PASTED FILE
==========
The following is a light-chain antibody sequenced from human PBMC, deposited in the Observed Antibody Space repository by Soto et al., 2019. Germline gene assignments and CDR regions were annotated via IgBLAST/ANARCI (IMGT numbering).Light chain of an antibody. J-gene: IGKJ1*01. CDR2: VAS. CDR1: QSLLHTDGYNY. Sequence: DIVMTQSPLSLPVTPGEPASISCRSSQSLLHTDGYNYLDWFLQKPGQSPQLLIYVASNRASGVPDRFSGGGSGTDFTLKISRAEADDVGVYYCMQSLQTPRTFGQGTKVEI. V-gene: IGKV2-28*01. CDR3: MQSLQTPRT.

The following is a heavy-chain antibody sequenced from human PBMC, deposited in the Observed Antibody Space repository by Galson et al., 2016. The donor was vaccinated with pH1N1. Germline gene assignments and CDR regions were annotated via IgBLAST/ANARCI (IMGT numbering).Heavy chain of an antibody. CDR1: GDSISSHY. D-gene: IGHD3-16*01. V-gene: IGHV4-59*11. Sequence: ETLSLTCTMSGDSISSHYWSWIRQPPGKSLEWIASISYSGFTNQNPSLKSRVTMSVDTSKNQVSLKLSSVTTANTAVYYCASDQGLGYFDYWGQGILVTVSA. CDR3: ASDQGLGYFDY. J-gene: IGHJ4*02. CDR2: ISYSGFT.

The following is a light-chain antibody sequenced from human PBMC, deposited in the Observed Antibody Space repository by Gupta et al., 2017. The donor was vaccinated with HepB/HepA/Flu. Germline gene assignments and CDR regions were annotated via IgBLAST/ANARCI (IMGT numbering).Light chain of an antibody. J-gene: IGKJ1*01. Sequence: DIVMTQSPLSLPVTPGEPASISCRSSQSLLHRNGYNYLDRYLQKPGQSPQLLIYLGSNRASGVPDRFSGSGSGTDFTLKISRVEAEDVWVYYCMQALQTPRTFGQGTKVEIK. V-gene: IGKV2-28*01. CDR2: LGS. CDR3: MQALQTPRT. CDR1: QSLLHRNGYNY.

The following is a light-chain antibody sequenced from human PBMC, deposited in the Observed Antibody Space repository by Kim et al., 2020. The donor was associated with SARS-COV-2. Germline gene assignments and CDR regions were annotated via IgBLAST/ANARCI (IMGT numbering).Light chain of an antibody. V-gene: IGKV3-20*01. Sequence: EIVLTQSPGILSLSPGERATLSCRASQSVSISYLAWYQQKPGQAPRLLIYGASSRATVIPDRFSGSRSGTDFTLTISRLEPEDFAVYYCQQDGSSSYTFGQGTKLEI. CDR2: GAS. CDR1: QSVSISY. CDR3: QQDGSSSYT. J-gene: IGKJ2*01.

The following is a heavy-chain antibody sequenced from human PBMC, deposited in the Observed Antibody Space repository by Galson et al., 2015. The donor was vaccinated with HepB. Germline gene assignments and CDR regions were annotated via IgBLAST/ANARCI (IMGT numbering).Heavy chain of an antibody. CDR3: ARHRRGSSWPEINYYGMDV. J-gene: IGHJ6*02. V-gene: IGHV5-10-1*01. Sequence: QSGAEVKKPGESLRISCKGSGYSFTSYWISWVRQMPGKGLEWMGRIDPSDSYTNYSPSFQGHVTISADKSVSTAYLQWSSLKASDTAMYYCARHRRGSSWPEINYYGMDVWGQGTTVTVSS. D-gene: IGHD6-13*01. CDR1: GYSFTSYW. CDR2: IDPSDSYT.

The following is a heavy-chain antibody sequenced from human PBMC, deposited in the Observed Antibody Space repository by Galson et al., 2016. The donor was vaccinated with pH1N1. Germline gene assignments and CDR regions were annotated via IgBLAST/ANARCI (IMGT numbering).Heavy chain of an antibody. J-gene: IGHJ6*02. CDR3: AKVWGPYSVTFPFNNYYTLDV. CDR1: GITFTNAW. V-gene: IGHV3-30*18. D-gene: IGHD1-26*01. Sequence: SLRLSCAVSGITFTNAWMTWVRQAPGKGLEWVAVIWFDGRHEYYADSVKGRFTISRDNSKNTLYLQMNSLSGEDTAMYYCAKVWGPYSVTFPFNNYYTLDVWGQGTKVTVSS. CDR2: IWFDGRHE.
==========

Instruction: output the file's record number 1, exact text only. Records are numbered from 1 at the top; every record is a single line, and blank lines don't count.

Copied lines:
The following is a light-chain antibody sequenced from human PBMC, deposited in the Observed Antibody Space repository by Soto et al., 2019. Germline gene assignments and CDR regions were annotated via IgBLAST/ANARCI (IMGT numbering).Light chain of an antibody. J-gene: IGKJ1*01. CDR2: VAS. CDR1: QSLLHTDGYNY. Sequence: DIVMTQSPLSLPVTPGEPASISCRSSQSLLHTDGYNYLDWFLQKPGQSPQLLIYVASNRASGVPDRFSGGGSGTDFTLKISRAEADDVGVYYCMQSLQTPRTFGQGTKVEI. V-gene: IGKV2-28*01. CDR3: MQSLQTPRT.